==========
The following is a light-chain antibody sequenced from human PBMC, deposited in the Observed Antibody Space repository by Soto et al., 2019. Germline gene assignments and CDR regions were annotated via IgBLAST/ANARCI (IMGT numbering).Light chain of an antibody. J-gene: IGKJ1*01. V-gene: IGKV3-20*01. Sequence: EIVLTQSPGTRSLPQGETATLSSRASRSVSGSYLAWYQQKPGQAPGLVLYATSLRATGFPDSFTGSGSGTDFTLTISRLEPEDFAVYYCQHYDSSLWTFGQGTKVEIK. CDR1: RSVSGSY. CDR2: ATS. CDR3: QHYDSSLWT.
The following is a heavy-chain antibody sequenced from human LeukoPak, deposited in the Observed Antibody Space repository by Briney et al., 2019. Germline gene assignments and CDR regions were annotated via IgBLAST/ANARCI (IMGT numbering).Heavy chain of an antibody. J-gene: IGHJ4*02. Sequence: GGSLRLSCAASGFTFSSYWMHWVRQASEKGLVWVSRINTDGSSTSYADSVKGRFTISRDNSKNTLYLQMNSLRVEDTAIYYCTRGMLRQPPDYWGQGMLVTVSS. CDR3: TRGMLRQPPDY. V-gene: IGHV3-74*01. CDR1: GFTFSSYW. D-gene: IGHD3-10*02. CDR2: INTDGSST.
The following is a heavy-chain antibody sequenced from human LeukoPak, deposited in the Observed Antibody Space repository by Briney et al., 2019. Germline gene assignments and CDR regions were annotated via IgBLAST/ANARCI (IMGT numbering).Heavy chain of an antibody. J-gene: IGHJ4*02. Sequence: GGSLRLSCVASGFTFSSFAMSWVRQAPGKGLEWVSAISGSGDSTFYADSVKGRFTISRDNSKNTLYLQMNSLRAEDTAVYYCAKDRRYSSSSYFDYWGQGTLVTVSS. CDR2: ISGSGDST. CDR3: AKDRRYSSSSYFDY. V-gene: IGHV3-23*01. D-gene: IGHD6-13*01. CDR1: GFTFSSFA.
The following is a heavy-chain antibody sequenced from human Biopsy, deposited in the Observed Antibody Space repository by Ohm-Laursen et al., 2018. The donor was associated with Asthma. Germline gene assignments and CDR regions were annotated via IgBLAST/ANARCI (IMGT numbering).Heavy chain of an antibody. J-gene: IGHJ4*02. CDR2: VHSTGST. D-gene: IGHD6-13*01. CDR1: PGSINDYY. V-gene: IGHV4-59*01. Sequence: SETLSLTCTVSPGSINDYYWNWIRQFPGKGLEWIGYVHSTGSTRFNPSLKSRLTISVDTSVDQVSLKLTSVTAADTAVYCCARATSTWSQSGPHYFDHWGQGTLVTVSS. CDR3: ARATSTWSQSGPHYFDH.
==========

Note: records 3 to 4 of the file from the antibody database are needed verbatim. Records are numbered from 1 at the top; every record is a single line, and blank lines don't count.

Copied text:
The following is a heavy-chain antibody sequenced from human LeukoPak, deposited in the Observed Antibody Space repository by Briney et al., 2019. Germline gene assignments and CDR regions were annotated via IgBLAST/ANARCI (IMGT numbering).Heavy chain of an antibody. J-gene: IGHJ4*02. Sequence: GGSLRLSCVASGFTFSSFAMSWVRQAPGKGLEWVSAISGSGDSTFYADSVKGRFTISRDNSKNTLYLQMNSLRAEDTAVYYCAKDRRYSSSSYFDYWGQGTLVTVSS. CDR2: ISGSGDST. CDR3: AKDRRYSSSSYFDY. V-gene: IGHV3-23*01. D-gene: IGHD6-13*01. CDR1: GFTFSSFA.
The following is a heavy-chain antibody sequenced from human Biopsy, deposited in the Observed Antibody Space repository by Ohm-Laursen et al., 2018. The donor was associated with Asthma. Germline gene assignments and CDR regions were annotated via IgBLAST/ANARCI (IMGT numbering).Heavy chain of an antibody. J-gene: IGHJ4*02. CDR2: VHSTGST. D-gene: IGHD6-13*01. CDR1: PGSINDYY. V-gene: IGHV4-59*01. Sequence: SETLSLTCTVSPGSINDYYWNWIRQFPGKGLEWIGYVHSTGSTRFNPSLKSRLTISVDTSVDQVSLKLTSVTAADTAVYCCARATSTWSQSGPHYFDHWGQGTLVTVSS. CDR3: ARATSTWSQSGPHYFDH.